The U.S. high court’s continual refinement of an obscure legal doctrine has made it harder to hold police accountable when accused of using excessive force. Sick with pneumonia, agitated and confused, Johnny Leija refused to return to his hospital room. Moments later, Leija was dead at age 34.
The Problem With Being A Long-Term Expat
People on long-term foreign assignments often find it hard to adjust once they return home. Many leave their company within a few years, and some leave the country entirely. Long absences can play havoc with a person’s sense of identity, a feeling that is intensified by the length of time away and how often they visit home.
How Africa Can Get Rich
Africa is changing so fast, it is becoming hard to ignore. In the short term, the continent faces many problems, but in the long term, it could rival China’s economic might. By the end of this century, Africa is set to play a much bigger role in world affairs. The Asian growth miracle is likely to slow Africa’s rapid rise could be next.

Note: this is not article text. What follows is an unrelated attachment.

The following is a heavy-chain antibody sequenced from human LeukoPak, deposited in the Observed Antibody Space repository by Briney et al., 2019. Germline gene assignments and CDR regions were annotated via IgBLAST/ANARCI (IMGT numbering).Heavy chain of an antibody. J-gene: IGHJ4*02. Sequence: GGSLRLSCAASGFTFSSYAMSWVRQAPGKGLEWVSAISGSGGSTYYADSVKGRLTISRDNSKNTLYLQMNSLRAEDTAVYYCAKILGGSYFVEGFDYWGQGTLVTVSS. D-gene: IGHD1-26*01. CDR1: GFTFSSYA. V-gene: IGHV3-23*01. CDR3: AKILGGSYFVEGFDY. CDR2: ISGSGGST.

Chasing Colombia’s ‘Cocaine Hippos’
After the Colombian National Police killed Escobar in 1993, zoos and private collectors acquired the animals, all except the hippopotamuses. They are only hippos in the wild outside Africa. Escobar started with four hippos. Today, a UC San Diego biologist estimates there are 80 to 100.
Inside Nxivm, The ‘Sex Cult’ That Preached Empowerment
Citing the fact that Keith Raniere had a cast of girlfriends, the media declared that Nxivm was not a self-improvement company at all but rather a “sex-slave cult.” A federal investigation was opened, culminating in Mexican police officers plucking Raniere from a pricey villa.
“Campesinos”, The Lives Of Patagonian Cowboys
Campesinos explores the lives of Patagonian Cowboys (Gauchos) living in Chile, at the end of the world in isolation. It is a portrait of sacrifice, tradition and endurance in extreme conditions, identifying what it truly means to be alone.
Somewhere In Finland, A Village Dies While A River Continues To Thrive
In central Finland, there is a small village, Yli-li, nestled against a river called Iijoki that is succumbing to the realities of life, like so many other places. It is a place that captured the interest of Finnish photographer Janne Korkko, who took pictures of the village and the river.